Lymphosarcoma or lymphatic leukemia of the dog and cat

Crighton, George W (1966) Lymphosarcoma or lymphatic leukemia of the dog and cat. PhD thesis, University of Glasgow.

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The thesis is divided into three parts. The first is a description of lymphosarcoma or lymaphatic leukaemia in the dog and cat. The second is a report of transmission experiments with lymphosarcoma of the cat. The final part is a description of a series of experiments designed to calibrate and evaluate an electronic particle counter for use in experimental haematology in the cat. Part one of the thesis is in two sections. The initial section deals with lymphosarcoma in naturally occurring oases in the dog. This is one of the most important malignant conditions encountered in this species and is a neoplastic disease of the adult animal which is relatively short in duration. It is characterised by the abnormal proliferation of cells of the lymphoid series on sites of lymphoid tissue together with infiltration and invasion by tumour cells into many organs and tissues throughout the body. One hundred and fifty dogs which had been admitted to the University of Glasgow Veterinary Hospital suffering from lymphosarcoma formed the basis of the study. Each animal had been subjected to a full post-mortem examination. The morbid anatomy, histo-pathology, haematology, blood biochemistry, radiology and clinical data in this group are tabulated and also described in the text. A classification of the disease is proposed which is based on the distribution of the major lesions. This classification is particularly useful from a clinical viewpoint, since the two common forms of the disease are associated with distinctive syndromes and have thus to be differentiated from two different groups of disease. Three forms of lymphosarcomas recognised. There is a multicentric type which is associated with bilaterally symmetrical enlargement of most of the superficial lymph nodes and with hepatosplenomegaly. An alimentary type is found which is characterised by tumour lesions along the alimentary tract and/or gross Infiltration of the mesenteric node, but there is no infiltration or enlargement of the superficial lymph nodes. In both of these form of lymphosarcoma other organs and tissues are involved to a greater or lesser extent. The third form of the disease, the so-called aberrant type is relatively rare and tumour lesions are found in sites other than the superficial lymph nodes or the alimentary-mesenteric area. The multicentric and alimentary forms of the disease together account for approximately 94% of the oases in this series and they occur in equal numbers. On the basis of a quantitative study of the post-mortem histology of affected lymph nodes and lesions of the alimentary tract, diagnostic criteria have been determined and are presented. The essential diagnostic markers in the common forms of the disease have also been established and are described. Although abnormal changes in the peripheral blood are frequently observed, they are seldom specific. A true leukaemia, comparable to leukaemia in man, is uncommon in the dog, so that blood is of little value as a diagnostic tool. Furthermore, the useful correlation which have been found in man betwen the duration of overt haemopoietic tumours and such factors as the degree of differentiation of the dominant tumour of the dominant rate and the age of the patient are not correlated in lymphosarcoma in the dog and are of no value in prognosis in this disease. In the second section of part one there is a description of naturally occurring oases of lymphosarcoma in the cat. The methods of study and presentation are similar to those of the previous action. With certain exceptions the disease in the cat is similar to that in the dog. The three forms of the disease which are observed in the dog are again found. A fourth type is also recognised. This is a so-called thymic type, which is associated with a gross tumour mass in the anterior mediastinum at the site formerly occupied by the thymus. in this form of the disease the tumour of the anterior thorax is the sole macroscoplcal lesion in the body and is accompanied by a characteristic respiratory syndrome Space-Occupying lesions in the anterior thorax are also observed in certain other cases but because of the presence of superficial lyrophadenopathy, these are included in the multicentric group. As in the dog, lymphosarcoma in the cat is essentially aleukaemic. Part two of the thesis comprises a preliminary report on initiation experiments designed to transmit this disease by inoculating newborn kittens with preparations from spontaneous and experimental oases of the disease in this species. This is part of a long-term research programme which is being carried out at this Hospital to test the hypothesis that lymphosarcoma in the domestic mammals is caused by a virus.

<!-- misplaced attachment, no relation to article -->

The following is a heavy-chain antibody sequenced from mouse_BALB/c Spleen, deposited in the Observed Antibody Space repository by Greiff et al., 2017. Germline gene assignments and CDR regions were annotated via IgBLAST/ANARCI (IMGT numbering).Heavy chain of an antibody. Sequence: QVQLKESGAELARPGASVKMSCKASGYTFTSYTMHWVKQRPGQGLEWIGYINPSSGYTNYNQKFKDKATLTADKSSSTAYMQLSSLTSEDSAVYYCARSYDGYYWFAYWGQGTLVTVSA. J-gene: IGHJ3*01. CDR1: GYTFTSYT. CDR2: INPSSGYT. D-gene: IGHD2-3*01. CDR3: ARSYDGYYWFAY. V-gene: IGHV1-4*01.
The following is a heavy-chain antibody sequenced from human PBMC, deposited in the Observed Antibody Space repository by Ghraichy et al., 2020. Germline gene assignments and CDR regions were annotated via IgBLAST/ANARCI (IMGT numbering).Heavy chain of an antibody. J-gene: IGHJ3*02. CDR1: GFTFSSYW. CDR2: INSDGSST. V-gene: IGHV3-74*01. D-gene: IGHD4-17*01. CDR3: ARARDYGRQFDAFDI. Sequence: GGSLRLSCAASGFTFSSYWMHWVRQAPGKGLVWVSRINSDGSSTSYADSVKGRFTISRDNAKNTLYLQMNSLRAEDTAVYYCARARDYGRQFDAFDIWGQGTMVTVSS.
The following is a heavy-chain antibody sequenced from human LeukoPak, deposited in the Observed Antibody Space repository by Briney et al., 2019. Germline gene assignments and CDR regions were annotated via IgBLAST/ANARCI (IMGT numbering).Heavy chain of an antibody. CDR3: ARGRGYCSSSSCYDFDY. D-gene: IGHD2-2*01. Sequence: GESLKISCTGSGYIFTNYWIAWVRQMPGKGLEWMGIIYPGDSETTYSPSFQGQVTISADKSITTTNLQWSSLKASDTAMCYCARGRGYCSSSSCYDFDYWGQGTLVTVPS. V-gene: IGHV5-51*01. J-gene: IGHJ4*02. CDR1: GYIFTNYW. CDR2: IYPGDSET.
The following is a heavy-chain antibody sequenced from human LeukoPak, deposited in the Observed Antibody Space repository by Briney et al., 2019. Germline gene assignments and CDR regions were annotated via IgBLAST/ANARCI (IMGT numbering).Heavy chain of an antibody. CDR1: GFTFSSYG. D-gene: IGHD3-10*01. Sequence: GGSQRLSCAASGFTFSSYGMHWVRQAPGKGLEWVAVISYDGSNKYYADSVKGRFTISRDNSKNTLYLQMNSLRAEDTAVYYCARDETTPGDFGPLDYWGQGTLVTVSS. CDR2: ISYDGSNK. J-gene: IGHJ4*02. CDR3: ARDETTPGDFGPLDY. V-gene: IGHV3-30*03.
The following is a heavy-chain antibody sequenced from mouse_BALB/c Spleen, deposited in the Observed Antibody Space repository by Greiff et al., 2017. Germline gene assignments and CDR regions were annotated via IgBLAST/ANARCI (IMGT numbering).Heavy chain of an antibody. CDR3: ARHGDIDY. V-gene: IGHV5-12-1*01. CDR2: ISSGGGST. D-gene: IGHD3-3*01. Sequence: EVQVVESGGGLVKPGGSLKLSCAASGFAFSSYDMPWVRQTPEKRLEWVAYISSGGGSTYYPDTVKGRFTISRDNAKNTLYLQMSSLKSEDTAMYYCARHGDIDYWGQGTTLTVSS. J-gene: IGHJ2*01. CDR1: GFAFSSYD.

Item Type: Thesis (PhD)
Qualification Level: Doctoral
Additional Information: Adviser: W IM McIntyre
Keywords: Veterinary science
Date of Award: 1966
Depositing User: Enlighten Team
Unique ID: glathesis:1966-72410
Copyright: Copyright of this thesis is held by the author.
Date Deposited: 24 May 2019 15:12
Last Modified: 24 May 2019 15:12

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